Researchers at the University of Gothenburg now suggest a possible cure for children with hard-to-treat forms of neuroblastoma using a new combination of drugs. In a new study in the journal Cancer Research, they describe how a two small molecule-based drug combination likely inhibit the tumor’s growth.
Neuroblastoma is the most common form of childhood cancer, derived from the peripheral nervous system, i.e., the part of the nervous system that is not the brain or spinal cord. The disease can occur in the chest, neck, abdomen and adrenal glands and can also spread to the spine. Symptoms include general aches, anemia and skeletal pain.
The average age of children at diagnosis is 17 months, and it is rarely diagnosed over the age of five. The milder form of neuroblastoma can, in some cases, self-heal, while the more aggressive form is the deadliest form of childhood cancer. Treatment is successful in less than half of these cases.
Central molecule in the study is the p53 gene. The p53 gene is often mutated in other cancer forms but rarely in neuroblastoma. When it is not mutated, p53 codes for a protein that inhibit the growth of cancer. This study shows that how the expression levels of a long non-coding RNA molecule influences the function of p53 protein. “Interestingly, this long non-coding RNA increases p53 function in the nucleus to make tumor cells more susceptible to cytostatic treatment,” says Chandrasekhar Kanduri, professor of medical genetics specialized in RNA epigenetics at the University of Gothenburg.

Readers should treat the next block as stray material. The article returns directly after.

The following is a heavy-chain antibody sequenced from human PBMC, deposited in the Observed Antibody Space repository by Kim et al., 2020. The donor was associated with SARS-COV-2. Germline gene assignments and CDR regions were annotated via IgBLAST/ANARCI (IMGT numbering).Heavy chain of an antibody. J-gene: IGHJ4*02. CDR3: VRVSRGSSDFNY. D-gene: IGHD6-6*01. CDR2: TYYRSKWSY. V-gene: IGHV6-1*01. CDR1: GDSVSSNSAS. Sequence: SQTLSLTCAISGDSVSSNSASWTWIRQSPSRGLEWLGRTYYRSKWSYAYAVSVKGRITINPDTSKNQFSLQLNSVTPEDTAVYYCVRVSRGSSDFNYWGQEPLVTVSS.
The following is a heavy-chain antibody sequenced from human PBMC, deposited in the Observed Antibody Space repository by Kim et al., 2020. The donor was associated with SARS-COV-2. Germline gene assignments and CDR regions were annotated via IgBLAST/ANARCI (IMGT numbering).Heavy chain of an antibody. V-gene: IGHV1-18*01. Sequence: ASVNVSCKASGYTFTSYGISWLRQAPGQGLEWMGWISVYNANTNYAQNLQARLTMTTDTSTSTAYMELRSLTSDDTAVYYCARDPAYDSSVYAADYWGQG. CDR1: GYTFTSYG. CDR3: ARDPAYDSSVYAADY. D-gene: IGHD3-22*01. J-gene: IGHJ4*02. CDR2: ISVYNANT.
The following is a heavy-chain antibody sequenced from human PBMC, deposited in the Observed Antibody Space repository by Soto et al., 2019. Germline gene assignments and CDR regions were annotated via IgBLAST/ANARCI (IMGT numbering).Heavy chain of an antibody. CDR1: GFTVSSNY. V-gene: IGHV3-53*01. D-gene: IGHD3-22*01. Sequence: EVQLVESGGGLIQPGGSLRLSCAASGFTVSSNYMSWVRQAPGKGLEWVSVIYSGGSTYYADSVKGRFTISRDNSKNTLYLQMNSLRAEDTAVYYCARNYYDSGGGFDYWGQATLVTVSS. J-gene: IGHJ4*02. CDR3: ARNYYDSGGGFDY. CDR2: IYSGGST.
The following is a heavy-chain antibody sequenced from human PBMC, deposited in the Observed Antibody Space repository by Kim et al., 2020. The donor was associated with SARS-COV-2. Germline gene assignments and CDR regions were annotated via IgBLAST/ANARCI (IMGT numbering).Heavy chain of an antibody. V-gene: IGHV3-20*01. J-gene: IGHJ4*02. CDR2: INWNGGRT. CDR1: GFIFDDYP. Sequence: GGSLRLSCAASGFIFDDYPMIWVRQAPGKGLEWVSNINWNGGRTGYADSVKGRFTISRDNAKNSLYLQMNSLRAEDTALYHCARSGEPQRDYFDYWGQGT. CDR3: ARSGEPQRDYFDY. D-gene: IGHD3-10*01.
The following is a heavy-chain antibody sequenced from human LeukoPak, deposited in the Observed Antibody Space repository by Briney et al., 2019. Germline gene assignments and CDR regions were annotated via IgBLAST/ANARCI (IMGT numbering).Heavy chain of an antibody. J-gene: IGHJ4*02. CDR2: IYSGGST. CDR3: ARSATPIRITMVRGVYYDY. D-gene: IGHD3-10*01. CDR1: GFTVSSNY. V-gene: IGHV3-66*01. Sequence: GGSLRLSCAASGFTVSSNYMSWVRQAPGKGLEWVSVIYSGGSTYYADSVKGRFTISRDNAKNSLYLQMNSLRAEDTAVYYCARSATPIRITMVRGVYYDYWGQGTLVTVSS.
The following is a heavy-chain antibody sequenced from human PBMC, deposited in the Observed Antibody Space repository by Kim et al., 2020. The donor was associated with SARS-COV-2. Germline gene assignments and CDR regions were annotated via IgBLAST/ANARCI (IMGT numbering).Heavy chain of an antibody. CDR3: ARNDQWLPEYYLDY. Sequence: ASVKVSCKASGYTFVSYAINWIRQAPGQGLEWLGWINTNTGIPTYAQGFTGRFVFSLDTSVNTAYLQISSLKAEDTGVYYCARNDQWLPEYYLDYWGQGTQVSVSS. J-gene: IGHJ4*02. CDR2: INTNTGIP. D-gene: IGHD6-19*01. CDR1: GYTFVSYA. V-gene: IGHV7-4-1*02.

The RNA molecule NBAT1 changes the function of the protein CRM1, which transports p53 from nucleus to cytoplasm. NBAT1 also helps in keeping the p53 protein in the nucleus to increase p53 controlled gene expression. Based on these findings, the research group tested a new treatment that combines the drugs Selinexor and Nutlin-3a. Both drugs are currently undergoing clinical trials for cancer treatments but not for neuroblastoma. Selinexor restores p53’s ability to inhibit cancer growth and Nutlin-3a inhibits the breakdown of p53.
“The combination treatment blocks the protein export function of CRM1, which leads to p53 accumulation in the cell nucleus. This treatment increases p53 dependent functions, such as DNA damage and cell death. We think that combining these two drugs with current treatment strategies may allow us to cure hard-to-treat neuroblastomas.”
The results are promising, but they are based on preclinical studies of cancer cell lines and mouse models (xenografts) and more research is needed before the findings can be translated into treatment. These laboratory results have been partly validated with the neuroblastoma patient data, obtained in collaboration with the researchers at Karolinska Institutet. Thus, this study has clearly opened the way for a potential new treatment strategy for high-risk neuroblastoma patients.